Dozens of local employers coming to area job fair

The East Central Minnesota Job Fair 2014 event is set for April 22 at the Armed Forces Reserve and Community Center, 505 Spirit River Drive S., Cambridge. Photo supplied

The East Central Minnesota Job Fair 2014 event is set for April 22 at the Armed Forces Reserve and Community Center, 505 Spirit River Drive S., Cambridge.
Photo supplied

Area employers are hoping to make a connection with job seekers at the East Central Minnesota Job Fair 2014 next week in Cambridge.

Almost 30 businesses of various concentrations have signed up for the event’s initial year, scheduled from 12:30-4:30 p.m. Tuesday, April 22, at the Armed Forces Reserve and Community Center. The facility, 505 Spirit River Drive S., is located just south and across the street from the Anoka Ramsey Community College’s Cambridge Campus.

The job fair is free and open to anyone in search of employment in the counties of Isanti, Chisago, Pine, Kanabec and Mille Lacs. News of the event has already spread to job seekers throughout the region, including regional colleges and educational institutions.

Eric Champion, president of the Cambridge Area Chamber of Commerce, said the idea of forming a regional job fair began with a conversation between the state Department of Employment and Economic Development, or DEED, and local community leaders around the time of Minnesota Manufacturing & Technology Week last October.

In Cambridge, Champion and city Economic Development Director Stan Gustafson gauged the interest of local manufacturers and found they were on board with participating in such an event. As a result, the need was determined.

“Their answer was an overwhelming ‘Yes,’” Champion said.

A partnership formed to help organize and spread word of the job fair to employers of all business types and job seekers across the five county region. The partners include DEED, Chisago County Economic Development Authority, city of Cambridge Economic Development, city of Isanti Economic Development, Cambridge Area Chamber of Commerce, North Branch Area Chamber of Commerce and the Minnesota Workforce Center.

For job seekers who plan on attending, they are encouraged to dress for success and bring their resume and a list of references because a good variety of manufacturing and industrial companies, staffing agencies, health care providers and more may be offering on-the-spot interviews in private booths or rooms. People will find tables with job applications to fill out, as well.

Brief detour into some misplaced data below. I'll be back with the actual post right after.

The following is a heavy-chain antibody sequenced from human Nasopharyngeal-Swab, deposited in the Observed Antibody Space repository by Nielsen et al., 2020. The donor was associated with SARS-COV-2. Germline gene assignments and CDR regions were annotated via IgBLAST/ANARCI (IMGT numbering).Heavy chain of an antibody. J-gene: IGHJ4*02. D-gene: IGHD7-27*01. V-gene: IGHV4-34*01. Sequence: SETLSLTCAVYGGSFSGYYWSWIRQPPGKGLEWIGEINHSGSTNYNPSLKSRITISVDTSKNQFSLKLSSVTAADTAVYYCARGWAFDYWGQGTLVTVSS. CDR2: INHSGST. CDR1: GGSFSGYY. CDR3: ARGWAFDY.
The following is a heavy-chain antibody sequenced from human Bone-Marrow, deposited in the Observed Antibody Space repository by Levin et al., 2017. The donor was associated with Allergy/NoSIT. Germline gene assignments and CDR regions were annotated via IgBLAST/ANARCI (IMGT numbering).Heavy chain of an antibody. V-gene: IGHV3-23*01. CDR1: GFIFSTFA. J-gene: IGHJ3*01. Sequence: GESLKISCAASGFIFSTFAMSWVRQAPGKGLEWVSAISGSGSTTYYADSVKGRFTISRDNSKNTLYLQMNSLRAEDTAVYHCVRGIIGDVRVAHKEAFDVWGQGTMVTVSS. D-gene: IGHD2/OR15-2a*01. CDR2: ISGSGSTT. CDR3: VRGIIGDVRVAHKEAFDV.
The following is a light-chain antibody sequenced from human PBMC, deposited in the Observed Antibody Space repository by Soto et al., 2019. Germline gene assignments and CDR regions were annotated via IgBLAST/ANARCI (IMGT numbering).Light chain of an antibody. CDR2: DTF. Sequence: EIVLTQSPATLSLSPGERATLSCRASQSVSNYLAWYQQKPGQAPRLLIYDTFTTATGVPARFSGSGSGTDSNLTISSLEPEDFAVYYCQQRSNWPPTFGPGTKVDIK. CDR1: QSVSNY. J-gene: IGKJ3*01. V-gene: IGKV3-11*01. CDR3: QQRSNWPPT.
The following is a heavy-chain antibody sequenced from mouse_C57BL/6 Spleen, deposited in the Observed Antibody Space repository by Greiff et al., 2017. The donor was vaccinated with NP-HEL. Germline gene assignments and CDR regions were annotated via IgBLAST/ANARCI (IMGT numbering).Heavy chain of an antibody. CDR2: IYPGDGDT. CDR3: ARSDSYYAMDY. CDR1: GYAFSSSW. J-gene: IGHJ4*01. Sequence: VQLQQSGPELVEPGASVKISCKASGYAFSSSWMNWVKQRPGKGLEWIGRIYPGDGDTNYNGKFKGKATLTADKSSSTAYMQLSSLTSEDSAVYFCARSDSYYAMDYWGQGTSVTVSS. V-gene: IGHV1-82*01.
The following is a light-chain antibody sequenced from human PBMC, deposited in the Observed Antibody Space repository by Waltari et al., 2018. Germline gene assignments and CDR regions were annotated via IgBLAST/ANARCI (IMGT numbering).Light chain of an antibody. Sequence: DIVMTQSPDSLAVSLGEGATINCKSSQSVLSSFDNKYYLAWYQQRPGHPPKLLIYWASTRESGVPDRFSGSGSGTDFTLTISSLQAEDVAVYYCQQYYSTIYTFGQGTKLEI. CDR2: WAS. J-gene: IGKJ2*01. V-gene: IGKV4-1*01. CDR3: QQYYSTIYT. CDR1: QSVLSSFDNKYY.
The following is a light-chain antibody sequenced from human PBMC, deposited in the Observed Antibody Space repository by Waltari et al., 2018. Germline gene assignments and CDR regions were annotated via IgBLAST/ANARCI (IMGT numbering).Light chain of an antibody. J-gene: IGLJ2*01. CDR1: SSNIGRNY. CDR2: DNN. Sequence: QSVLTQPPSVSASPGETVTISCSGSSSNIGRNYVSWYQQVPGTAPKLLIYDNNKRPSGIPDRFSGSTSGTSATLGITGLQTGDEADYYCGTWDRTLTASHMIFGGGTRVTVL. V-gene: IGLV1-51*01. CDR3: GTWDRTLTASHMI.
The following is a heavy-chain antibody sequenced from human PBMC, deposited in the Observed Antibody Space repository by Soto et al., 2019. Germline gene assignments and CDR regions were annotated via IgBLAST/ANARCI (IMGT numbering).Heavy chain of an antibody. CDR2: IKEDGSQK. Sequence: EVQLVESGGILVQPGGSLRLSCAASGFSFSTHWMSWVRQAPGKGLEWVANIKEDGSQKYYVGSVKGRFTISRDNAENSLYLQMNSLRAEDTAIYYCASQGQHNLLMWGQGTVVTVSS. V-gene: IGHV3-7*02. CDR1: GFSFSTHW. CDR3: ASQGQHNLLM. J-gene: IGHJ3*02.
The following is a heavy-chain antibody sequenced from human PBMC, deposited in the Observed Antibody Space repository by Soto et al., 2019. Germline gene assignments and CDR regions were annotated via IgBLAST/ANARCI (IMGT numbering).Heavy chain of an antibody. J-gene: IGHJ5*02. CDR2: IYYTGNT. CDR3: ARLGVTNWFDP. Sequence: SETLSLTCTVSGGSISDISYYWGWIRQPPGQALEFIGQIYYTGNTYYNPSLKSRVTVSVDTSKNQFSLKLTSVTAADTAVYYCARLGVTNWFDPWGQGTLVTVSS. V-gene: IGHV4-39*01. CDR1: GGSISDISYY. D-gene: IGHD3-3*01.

Representatives from ECM Publishers Inc., the job fair’s media sponsor, and Grand Casino Hinckley, the refreshment sponsor, also will be attending.

“Everyone stands to benefit. We hope to make it an annual event,” Champion said. “It’s tough to find good help, skilled help, and this is a way to help employers fill their business needs. It’s worth their (both participating businesses and job seekers) time to take advantage of this event.

“The end game is everybody walks away happy, and we put businesses in touch with prospective employees,” he added.

Linda Yozamp, area manager of DEED’s job service division, said the East Central region has not hosted a job fair in some time, while there are parts of the five-county area that have had significant unemployment rates with people looking for work.

“We want people who live here to be aware of the job openings that are out there and to keep them in their communities,” she noted.

The job fair, which is intended to involve a variety of employers and job opportunities, is an opportunity for job seekers to meet with and talk shop with area companies in a single location. Workers can talk about their job skills or learn about the skills required for a certain job, and employers can relay on any job openings.

Yozamp credited the job fair organizers for their cooperation and “tremendous response” in wanting to host such an event for businesses and people living in their communities. By working in concert on boosting the regional workforce, she added, the result could mean expansion plans for area businesses and a higher sense of community for those who find more quality time with family due to shorter commutes to work.

“We’re trying to get the word (of the job fair) out to people living in neighboring counties,” Yozamp said. “We want to keep businesses local and keep individuals and their talents in the area. If we can tell people about a job opening in their backyard, it’s a plus for both employers and job seekers. It’s a win-win to make this connection.”

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